I actually asked about those things to tumbler creators. From what they claim the charr is very light and it would not directly change the taste. They said that it would make a very pleasant aroma which also makes the tasting more enjoyable.
At this point they almost convinced me to try it out. I am a bit confused but i have a plenty of time to consider it
I've surely spent far more money than the (probable) cost of that oak tumbler on things that ended up being money poorly spent. Fortunately, not too many times in my almost 60 years. There was always something to learn from the experience, even if it was a hard lesson.

The aroma effect you mentioned would further dissuade me. I want to smell the whisky in the glass, not the glass itself.

But hey, don't let the musings of a curmudgeonly old fart discourage you. If you're that curious about the thing, give it a go.
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Old 11-20-2015, 08:31 AM
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Quote:
Originally Posted by john_b View Post
I want to smell the whisky in the glass, not the glass itself.
LOL! That's true for me too.
Quote:
Originally Posted by whiskeyjob View Post
They said that it would make a very pleasant aroma which also makes the tasting more enjoyable.
At this point they almost convinced me to try it out.
Like John said, if you want to give it a go and it's not too expensive then what the heck.

I've made many an expensive mistake and yet still been happy in the end, and many more of the inexpensive mistakes.

If you do get one post up here and let us know what you think of them.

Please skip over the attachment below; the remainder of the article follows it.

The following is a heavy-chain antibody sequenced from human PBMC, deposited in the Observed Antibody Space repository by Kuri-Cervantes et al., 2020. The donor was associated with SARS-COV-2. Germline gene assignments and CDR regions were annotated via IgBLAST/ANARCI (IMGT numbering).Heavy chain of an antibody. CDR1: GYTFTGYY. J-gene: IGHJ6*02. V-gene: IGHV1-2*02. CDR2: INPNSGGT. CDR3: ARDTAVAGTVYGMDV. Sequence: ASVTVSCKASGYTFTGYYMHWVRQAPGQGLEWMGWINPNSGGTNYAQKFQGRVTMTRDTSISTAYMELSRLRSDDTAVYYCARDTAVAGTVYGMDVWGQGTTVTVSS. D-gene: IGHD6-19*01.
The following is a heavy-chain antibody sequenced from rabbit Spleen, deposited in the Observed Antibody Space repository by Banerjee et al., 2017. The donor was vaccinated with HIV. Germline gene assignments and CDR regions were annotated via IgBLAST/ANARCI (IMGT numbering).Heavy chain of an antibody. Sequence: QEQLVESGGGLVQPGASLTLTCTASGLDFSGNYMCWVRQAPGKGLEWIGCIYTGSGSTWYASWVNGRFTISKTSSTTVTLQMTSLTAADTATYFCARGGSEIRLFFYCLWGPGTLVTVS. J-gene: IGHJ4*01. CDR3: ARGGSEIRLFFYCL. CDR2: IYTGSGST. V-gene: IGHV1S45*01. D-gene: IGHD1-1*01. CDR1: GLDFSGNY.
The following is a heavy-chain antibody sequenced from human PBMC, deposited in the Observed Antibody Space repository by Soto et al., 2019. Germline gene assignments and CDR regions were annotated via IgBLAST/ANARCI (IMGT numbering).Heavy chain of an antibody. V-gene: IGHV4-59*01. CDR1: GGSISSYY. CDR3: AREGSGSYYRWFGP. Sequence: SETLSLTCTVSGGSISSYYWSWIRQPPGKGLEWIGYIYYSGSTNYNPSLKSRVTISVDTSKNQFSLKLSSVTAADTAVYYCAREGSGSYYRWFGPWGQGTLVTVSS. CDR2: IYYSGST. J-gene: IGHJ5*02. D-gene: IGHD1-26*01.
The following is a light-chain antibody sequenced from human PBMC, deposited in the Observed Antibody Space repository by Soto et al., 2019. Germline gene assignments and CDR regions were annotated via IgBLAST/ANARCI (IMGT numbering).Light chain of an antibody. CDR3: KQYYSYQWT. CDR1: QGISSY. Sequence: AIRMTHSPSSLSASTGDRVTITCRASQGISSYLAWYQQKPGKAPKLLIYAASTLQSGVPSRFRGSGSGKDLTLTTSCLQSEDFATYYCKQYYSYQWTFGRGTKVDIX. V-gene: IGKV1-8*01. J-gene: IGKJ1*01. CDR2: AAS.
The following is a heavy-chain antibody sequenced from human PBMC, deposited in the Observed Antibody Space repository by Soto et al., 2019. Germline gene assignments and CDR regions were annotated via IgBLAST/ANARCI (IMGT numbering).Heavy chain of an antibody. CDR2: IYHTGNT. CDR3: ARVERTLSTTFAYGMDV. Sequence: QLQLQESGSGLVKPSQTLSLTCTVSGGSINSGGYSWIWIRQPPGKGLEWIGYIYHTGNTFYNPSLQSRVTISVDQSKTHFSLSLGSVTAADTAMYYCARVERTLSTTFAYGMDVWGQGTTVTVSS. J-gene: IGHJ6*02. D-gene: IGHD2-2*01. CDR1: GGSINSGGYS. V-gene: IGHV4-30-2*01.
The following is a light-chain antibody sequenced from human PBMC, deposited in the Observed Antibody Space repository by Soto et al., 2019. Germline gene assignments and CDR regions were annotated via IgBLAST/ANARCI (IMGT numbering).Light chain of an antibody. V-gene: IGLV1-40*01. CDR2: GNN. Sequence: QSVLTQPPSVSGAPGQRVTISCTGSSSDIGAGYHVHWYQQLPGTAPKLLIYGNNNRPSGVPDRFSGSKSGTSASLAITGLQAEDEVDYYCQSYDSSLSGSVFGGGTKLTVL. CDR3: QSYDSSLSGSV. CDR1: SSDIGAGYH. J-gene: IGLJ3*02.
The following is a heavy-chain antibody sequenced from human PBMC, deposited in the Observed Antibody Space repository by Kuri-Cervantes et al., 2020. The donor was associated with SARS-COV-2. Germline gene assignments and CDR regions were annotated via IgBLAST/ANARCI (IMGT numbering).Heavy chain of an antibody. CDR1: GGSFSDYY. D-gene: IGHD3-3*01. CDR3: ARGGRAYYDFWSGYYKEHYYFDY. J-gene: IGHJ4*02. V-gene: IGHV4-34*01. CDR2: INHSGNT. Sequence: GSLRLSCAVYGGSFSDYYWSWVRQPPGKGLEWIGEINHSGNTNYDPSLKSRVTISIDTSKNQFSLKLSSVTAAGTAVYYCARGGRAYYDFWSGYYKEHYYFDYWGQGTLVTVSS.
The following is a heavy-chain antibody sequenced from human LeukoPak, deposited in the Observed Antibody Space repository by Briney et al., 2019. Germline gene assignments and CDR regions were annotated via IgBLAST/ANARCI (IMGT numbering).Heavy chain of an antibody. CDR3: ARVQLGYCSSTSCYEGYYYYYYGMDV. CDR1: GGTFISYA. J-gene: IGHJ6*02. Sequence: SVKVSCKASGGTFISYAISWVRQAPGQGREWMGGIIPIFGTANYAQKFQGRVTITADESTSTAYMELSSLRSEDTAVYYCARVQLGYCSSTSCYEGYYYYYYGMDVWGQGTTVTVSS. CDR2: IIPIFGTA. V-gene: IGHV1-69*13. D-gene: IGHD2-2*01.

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Old 01-07-2016, 04:25 AM
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Son-o'-the-Sod(?) Son-o'-the-Sod(?) is offline
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The ideal scenario would be to report to the distillery of your choice with the tools appropriate to the task, tap a hole in a barrel/cask, and imbibe to your heart's content! (-kidding, but I add to the posts above). Generally you're better off with properly aged stuff. Then there's the option of buying white spirit and aging it yourself in the (usually) mini-sized barrels provided by the distillery/retailer, if it's legal to do so where you live. What sort of experience are you looking for?
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Old 03-08-2016, 06:43 AM
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araprado613 araprado613 is offline
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Quote:
Originally Posted by whiskeyjob View Post
Thanks for your answers.
I actually asked about those things to tumbler creators. From what they claim the charr is very light and it would not directly change the taste. They said that it would make a very pleasant aroma which also makes the tasting more enjoyable.
At this point they almost convinced me to try it out. I am a bit confused but i have a plenty of time to consider it
I think you should give it a shot. That's the only way you'll know of it'll be good or not, right? If it were me, I would give it a go. It's not everyday you get to try that.